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Anonymous asked in Politics & GovernmentLaw & Ethics · 8 years ago

I would like to get feedback on two briefs I have had to write for a paralegal class...?

This is our first assignment on writing briefs and I am afraid I'm going to fail. Our teacheer will not give any feedback, so any comments are helpful.

Case: Brown v Board of Education of Topeka, Shawnee County, Kansas

347 U.S. 483, 74 S. Ct 686

May 17, 1954

Facts: Class actions originated in four states, Kansas, S.C., Virginia, and Delaware in which the plaintiffs, minor ******, wished to be allowed to attend public schools on a non-segregated basis. The plaintiffs allege that segregation is not Constitutional under the Fourteenth Amendment.

Issue: Is it constitutionally valid to allow segregation of races in public school?

Holding: The main holding of the court was that segregation is harmful to students and unconstitutional under the Fourteenth Amendment.

Majority Opinion Reasoning: Chief Justice Warren concluded that there is no place in public education for the doctrine of "separate but equal". It was concluded that the plaintiffs were deprived of equal protection of the laws guaranteed by the Fourteenth Amendment. The supreme court asked for all states to submit plans for proceeding with desegregation.

Concurring opinions: Chief Justice Warren's ruling was unanimous with no dissenting opinions.

and the second...

Case: Dred Scott, Plaintiff in Error, v John F.A. Sandford

60 U.S. 393, 1856 WL 8721 (U.S. Mo.), 15 L. Ed. 691

December Term of 1856

Facts: The plaintiff, Dred Scott has brought this case by writ of error for action of trespass against the defendant, Sandford, for assaulting Scott, his wife Harriet, and their two children. Scott states that the following facts entitle him to his freedom, but before the court addresses those issues it must address the issue of jurisdiction. In 1834, the plaintiff was a slave belonging to Dr. Emerson. In the same year Dr. Emerson took Scott from the state of Missouri to Rock Island, IL., and was there for two years. In 1836, Dr. Emerson removed the plaintiff to Fort Snelling, in the territory at that time known as Upper Louisiana, and held him there until 1838. In 1836, the plaintiff and Harriet were married with the consent of Dr. Emerson. In 1838, Dr. Emerson removed the plaintiff, his wife and children also, to the state of Missouri, where they have since resided. Emerson has maintained he is the owner of the plaintiff as well as his wife and children, and it was his right to lay his hands upon them and imprison them. Scott maintains his time in a free territory entitles himself and his family to emancipation.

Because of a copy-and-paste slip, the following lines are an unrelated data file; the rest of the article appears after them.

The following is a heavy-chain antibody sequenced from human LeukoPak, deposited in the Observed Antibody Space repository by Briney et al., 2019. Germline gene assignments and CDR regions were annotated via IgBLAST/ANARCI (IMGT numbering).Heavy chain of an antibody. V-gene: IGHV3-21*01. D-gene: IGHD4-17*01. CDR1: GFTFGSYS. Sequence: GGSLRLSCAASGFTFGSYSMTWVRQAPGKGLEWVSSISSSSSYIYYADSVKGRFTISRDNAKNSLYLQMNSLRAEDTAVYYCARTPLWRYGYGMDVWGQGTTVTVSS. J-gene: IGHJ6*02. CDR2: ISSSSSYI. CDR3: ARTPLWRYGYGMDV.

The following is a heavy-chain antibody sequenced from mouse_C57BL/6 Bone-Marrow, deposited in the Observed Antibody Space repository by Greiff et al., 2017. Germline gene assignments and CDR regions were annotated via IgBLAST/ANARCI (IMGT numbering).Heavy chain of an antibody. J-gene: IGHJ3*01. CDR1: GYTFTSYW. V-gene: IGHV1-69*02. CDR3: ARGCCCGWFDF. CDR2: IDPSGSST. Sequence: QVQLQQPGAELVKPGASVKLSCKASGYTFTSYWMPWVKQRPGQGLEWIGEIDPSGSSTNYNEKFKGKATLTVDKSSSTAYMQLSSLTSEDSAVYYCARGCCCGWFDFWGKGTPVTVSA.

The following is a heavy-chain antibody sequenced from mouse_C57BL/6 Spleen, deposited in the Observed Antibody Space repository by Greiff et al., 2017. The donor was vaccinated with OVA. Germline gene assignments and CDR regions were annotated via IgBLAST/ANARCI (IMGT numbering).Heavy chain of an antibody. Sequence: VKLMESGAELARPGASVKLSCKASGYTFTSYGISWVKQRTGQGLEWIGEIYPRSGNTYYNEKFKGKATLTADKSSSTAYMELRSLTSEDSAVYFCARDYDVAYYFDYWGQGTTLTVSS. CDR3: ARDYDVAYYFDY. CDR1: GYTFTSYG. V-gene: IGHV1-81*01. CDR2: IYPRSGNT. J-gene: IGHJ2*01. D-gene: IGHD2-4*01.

Issues: The first issue to be decided is jurisdiction. If Scott is a citizen of a state, is he an U.S. Citizen, because if he is not there is no jurisdiction for his case to be heard, and it should be dismissed. The second issue is whether the Northwest Ordinance of 1787 and also the Missouri Compromise Act entitle Scott and his family to emancipation due to their time spent in the free territories.

Holding: The U.S. Supreme Court ruled 7-2 against Scott, with two Justices dissenting. The basic answer is that Scott, being of African descent, could not claim U.S. Citizenship, and could not bring suit in Federal Court under diversity of citizenship status. It also ruled that Scott's temporary residence in a free territory did not bring about his emancipation, as the Missouri Compromise Act was declared unconstitutional because it would deprive a slaveholder of his rightful property, which is protected by the Fifth Amendment. Sandford was also found not guilty of assault on all three counts.

Majority Opinion Reasoning: A) Rule: The plaintiff, Dred Scott, was seen as the property of defendant, John Sandford, and therefore assault was not committed as his actions were lawful. A citizen's property rights are protected under the 5th Amendment. It was denied that Mr. Scott could ever obtain U.S. Citizenship, so the court did not have jurisdiction. The Missouri Compromise was declared unconstitutional, so Scott was denied emancipation. These decisions were overturned in 1865 and 1868 by the 13th and 14th Amendments.

B) Application: The previous decision in Scott v Emerson ruling in Scott's favor was overturned. It was ruled that the court erred in its judgment, when it was shown that the plaintiff was not a U. S. Citizen.

Concurrence: The Justices with concurring opinions with the court were Taney, Wayne, Nelson, Grier, Daniel, Campbell, and Catron.

Dissenting: The Justices with dissenting opinions were Justice McLean, who argued that Congress could exclude slavery from the territories and could also liberate slaves living in free states. Justice Curtis also dissented, with the reasoning that Scott could be granted federal citizenship by having state citizenship.

2 Answers

  • 8 years ago
    Favorite Answer

    I don't know that you're going to get a review of your assignment(s) here - perhaps there's a teaching assistant with office hours you can visit, a student tutoring organization (or even a classmate), or a helpful alumni your school can recommend - any local resource that you can turn to until you have a feel for your abilities in that class.

    Good luck with it.

    Source(s): For those considering a new job as a paralegal or those already in the profession who are seeking different employment visit You can also check out scholarship opportunities for paralegals at
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  • 4 years ago

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